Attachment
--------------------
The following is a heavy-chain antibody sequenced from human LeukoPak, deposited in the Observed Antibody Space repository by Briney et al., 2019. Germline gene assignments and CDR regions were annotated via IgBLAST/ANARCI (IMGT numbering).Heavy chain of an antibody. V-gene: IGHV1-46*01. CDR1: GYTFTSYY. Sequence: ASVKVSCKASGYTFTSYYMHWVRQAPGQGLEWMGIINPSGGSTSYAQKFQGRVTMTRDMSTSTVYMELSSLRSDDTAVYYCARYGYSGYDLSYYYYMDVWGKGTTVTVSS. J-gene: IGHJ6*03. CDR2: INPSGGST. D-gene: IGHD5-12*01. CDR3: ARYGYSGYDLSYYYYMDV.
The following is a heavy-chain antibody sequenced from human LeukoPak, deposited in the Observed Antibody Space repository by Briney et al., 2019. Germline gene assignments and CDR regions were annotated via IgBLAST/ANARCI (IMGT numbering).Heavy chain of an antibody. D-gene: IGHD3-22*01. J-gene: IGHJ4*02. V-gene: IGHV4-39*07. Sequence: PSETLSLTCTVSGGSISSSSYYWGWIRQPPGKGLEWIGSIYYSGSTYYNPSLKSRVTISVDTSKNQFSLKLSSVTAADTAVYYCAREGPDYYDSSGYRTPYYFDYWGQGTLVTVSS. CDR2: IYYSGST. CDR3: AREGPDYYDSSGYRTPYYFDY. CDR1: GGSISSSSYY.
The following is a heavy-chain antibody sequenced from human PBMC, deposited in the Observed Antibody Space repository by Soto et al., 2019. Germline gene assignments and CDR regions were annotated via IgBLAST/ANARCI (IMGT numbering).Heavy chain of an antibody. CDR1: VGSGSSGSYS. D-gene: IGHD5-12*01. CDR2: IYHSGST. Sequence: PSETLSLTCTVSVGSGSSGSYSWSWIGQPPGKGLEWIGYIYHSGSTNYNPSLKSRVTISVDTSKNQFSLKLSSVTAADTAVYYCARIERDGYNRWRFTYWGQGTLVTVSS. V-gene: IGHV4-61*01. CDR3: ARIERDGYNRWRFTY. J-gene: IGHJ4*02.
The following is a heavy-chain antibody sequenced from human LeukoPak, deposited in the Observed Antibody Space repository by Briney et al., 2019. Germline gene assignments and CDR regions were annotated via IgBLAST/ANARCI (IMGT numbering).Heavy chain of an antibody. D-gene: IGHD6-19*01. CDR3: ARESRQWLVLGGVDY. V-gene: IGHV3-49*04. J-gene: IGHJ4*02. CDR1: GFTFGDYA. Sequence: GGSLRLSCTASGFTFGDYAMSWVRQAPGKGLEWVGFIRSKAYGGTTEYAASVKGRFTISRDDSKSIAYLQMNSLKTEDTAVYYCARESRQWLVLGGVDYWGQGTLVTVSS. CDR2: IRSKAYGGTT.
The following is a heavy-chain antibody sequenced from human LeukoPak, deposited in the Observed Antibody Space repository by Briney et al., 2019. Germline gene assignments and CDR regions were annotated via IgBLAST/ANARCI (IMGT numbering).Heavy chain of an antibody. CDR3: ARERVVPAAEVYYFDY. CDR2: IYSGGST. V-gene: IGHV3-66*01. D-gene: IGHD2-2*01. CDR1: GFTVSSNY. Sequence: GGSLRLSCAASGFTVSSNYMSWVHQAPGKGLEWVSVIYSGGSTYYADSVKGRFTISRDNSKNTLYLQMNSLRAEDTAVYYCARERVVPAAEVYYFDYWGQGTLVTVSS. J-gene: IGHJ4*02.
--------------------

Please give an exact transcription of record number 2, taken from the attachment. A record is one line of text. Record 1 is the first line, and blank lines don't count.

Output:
The following is a heavy-chain antibody sequenced from human LeukoPak, deposited in the Observed Antibody Space repository by Briney et al., 2019. Germline gene assignments and CDR regions were annotated via IgBLAST/ANARCI (IMGT numbering).Heavy chain of an antibody. D-gene: IGHD3-22*01. J-gene: IGHJ4*02. V-gene: IGHV4-39*07. Sequence: PSETLSLTCTVSGGSISSSSYYWGWIRQPPGKGLEWIGSIYYSGSTYYNPSLKSRVTISVDTSKNQFSLKLSSVTAADTAVYYCAREGPDYYDSSGYRTPYYFDYWGQGTLVTVSS. CDR2: IYYSGST. CDR3: AREGPDYYDSSGYRTPYYFDY. CDR1: GGSISSSSYY.